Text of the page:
Christine T. Oswald, Professor
Department of Biology
1250 Siskiyou Blvd.
Ashland, OR 97520
B.S. Biology, 1978, University of Illinois at Chicago
Ph.D. Biology, 1985, Indiana University, Bloomington
Comparative Animal Physiology (Bi314)
Advanced Animal Physiology (Bi414/514)
Principles of Biology (Bi211, Bi212, Bi213)
General Biology (Bi101, Bi102, Bi103)
I am currently studying the possible impact on wild mammals of a toxic metal, one that occurs naturally in high concentrations. Serpentine geologic formations, such as those found in southern Oregon and northern California, contain high levels of several potentially toxic metals, including nickel. These ecologically unique areas are home to many rare and specially adapted species of plants. Little is known about the animals that live in these areas, or their possible adaptations. My research will contribute to a better understanding of the ecology of these unusual areas, as well as to a deeper understanding of the effects, processing, and fate of metals in the body.
Because many plants in serpentine areas take up nickel from the soil, and may even concentrate it in their tissues, animals could ingest potentially harmful levels of nickel. In animals, the toxic effects of nickel exposure include cancer, liver, lung, and kidney damage, impairment of immune function, and abnormal reproductive physiology, among others. In spite of these toxic effects, several species of small mammals live in serpentine areas. Do they ingest nickel? Do they suffer any of the negative effects observed in other species? If so, to what extent? Or do they somehow avoid the negative consequences of nickel exposure? If so, how?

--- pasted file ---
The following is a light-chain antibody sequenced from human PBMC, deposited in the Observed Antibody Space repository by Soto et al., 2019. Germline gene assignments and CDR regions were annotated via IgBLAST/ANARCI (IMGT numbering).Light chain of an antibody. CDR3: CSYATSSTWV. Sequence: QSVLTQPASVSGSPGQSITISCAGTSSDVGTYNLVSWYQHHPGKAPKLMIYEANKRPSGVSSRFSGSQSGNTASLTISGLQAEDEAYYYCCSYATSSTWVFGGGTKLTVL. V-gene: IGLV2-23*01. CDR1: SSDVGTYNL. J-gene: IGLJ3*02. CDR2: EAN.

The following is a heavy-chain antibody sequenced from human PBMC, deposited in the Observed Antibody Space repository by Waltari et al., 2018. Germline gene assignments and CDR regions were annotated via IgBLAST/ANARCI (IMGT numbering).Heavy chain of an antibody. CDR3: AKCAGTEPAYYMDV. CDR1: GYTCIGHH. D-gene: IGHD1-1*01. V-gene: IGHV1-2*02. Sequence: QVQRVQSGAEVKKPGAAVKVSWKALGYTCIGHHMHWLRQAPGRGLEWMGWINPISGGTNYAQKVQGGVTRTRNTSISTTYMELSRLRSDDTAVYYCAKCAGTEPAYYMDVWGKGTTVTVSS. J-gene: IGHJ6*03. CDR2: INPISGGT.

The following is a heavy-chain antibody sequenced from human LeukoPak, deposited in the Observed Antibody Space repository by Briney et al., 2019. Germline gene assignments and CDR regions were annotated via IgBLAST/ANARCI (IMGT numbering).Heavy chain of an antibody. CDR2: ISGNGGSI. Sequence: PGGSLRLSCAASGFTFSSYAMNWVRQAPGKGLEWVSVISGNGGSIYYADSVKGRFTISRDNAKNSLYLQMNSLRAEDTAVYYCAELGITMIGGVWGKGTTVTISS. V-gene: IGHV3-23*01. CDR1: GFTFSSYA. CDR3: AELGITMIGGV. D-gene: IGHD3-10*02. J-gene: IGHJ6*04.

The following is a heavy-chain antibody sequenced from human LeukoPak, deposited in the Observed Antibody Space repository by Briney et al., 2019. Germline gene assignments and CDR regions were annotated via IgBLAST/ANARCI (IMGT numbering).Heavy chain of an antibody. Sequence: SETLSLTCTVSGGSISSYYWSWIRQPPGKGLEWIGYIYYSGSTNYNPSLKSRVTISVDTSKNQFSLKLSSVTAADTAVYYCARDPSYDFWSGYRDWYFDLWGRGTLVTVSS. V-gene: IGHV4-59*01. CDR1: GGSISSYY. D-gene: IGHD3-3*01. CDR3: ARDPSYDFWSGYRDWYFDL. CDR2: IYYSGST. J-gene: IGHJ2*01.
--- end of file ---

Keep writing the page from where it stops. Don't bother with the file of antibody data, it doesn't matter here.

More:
My results so far indicate that deer mice and wood rats do ingest nickel. It does not accumulate in most organs, but some individuals have unusually high levels of nickel in their reproductive organs (Oswald, 2004). Because harmful effects are a function of exposure dosage, and not just tissue burden, tissue levels of nickel do not provide enough information to determine the possible negative effects of living in serpentine areas. Several diagnostic blood tests indicate that deer mice may suffer from liver impairment, but do not have impaired kidney function, red or white blood cell production, or intestinal protein absorption.
Oswald. C. 2004. Gastrointestinal and tissue levels of nickel in deer mice Peromyscus maniculatus and wood rats Neotoma fuscipes from serpentine and non-serpentine areas. Acta Theriologica 49:419-426.
Oswald, C. 2011. Comparison of some blood parameters in deer mice (Peromyscus maniculatus) from serpentine and non-serpentine areas. American Society of Mammalogists.
Oswald, C., P. Fonken, D. Atkinson, and M. Palladino. 1994. Lactational water balance and recycling in white-footed mice, red-backed voles, and gerbils. J. Mamm 74:963-970.